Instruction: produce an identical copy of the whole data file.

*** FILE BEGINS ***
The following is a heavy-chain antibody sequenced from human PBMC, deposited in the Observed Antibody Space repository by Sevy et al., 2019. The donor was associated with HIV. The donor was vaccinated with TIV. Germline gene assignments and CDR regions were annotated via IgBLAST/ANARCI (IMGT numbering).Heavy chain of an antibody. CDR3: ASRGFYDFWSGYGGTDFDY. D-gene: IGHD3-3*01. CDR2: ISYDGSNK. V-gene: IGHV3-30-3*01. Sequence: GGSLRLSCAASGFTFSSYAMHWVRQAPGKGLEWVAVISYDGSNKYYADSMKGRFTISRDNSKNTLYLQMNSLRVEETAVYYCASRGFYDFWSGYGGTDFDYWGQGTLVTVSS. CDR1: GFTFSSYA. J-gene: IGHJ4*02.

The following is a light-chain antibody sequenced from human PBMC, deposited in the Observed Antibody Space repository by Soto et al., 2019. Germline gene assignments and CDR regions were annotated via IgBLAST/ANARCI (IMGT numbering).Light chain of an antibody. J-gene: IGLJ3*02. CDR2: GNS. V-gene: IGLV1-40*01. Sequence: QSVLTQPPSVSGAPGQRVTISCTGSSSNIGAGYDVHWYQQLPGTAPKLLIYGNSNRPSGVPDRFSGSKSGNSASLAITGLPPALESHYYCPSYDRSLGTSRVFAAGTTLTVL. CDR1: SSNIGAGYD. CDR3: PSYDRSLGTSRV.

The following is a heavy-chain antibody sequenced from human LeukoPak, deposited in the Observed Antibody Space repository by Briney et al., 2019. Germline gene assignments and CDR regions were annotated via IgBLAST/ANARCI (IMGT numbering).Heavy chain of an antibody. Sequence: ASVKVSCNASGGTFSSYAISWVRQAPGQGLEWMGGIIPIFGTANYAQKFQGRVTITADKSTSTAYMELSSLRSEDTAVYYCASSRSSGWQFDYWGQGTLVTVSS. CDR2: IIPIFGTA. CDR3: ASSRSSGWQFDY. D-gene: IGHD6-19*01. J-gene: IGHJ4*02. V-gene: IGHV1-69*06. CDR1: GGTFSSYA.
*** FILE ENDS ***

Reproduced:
The following is a heavy-chain antibody sequenced from human PBMC, deposited in the Observed Antibody Space repository by Sevy et al., 2019. The donor was associated with HIV. The donor was vaccinated with TIV. Germline gene assignments and CDR regions were annotated via IgBLAST/ANARCI (IMGT numbering).Heavy chain of an antibody. CDR3: ASRGFYDFWSGYGGTDFDY. D-gene: IGHD3-3*01. CDR2: ISYDGSNK. V-gene: IGHV3-30-3*01. Sequence: GGSLRLSCAASGFTFSSYAMHWVRQAPGKGLEWVAVISYDGSNKYYADSMKGRFTISRDNSKNTLYLQMNSLRVEETAVYYCASRGFYDFWSGYGGTDFDYWGQGTLVTVSS. CDR1: GFTFSSYA. J-gene: IGHJ4*02.

The following is a light-chain antibody sequenced from human PBMC, deposited in the Observed Antibody Space repository by Soto et al., 2019. Germline gene assignments and CDR regions were annotated via IgBLAST/ANARCI (IMGT numbering).Light chain of an antibody. J-gene: IGLJ3*02. CDR2: GNS. V-gene: IGLV1-40*01. Sequence: QSVLTQPPSVSGAPGQRVTISCTGSSSNIGAGYDVHWYQQLPGTAPKLLIYGNSNRPSGVPDRFSGSKSGNSASLAITGLPPALESHYYCPSYDRSLGTSRVFAAGTTLTVL. CDR1: SSNIGAGYD. CDR3: PSYDRSLGTSRV.

The following is a heavy-chain antibody sequenced from human LeukoPak, deposited in the Observed Antibody Space repository by Briney et al., 2019. Germline gene assignments and CDR regions were annotated via IgBLAST/ANARCI (IMGT numbering).Heavy chain of an antibody. Sequence: ASVKVSCNASGGTFSSYAISWVRQAPGQGLEWMGGIIPIFGTANYAQKFQGRVTITADKSTSTAYMELSSLRSEDTAVYYCASSRSSGWQFDYWGQGTLVTVSS. CDR2: IIPIFGTA. CDR3: ASSRSSGWQFDY. D-gene: IGHD6-19*01. J-gene: IGHJ4*02. V-gene: IGHV1-69*06. CDR1: GGTFSSYA.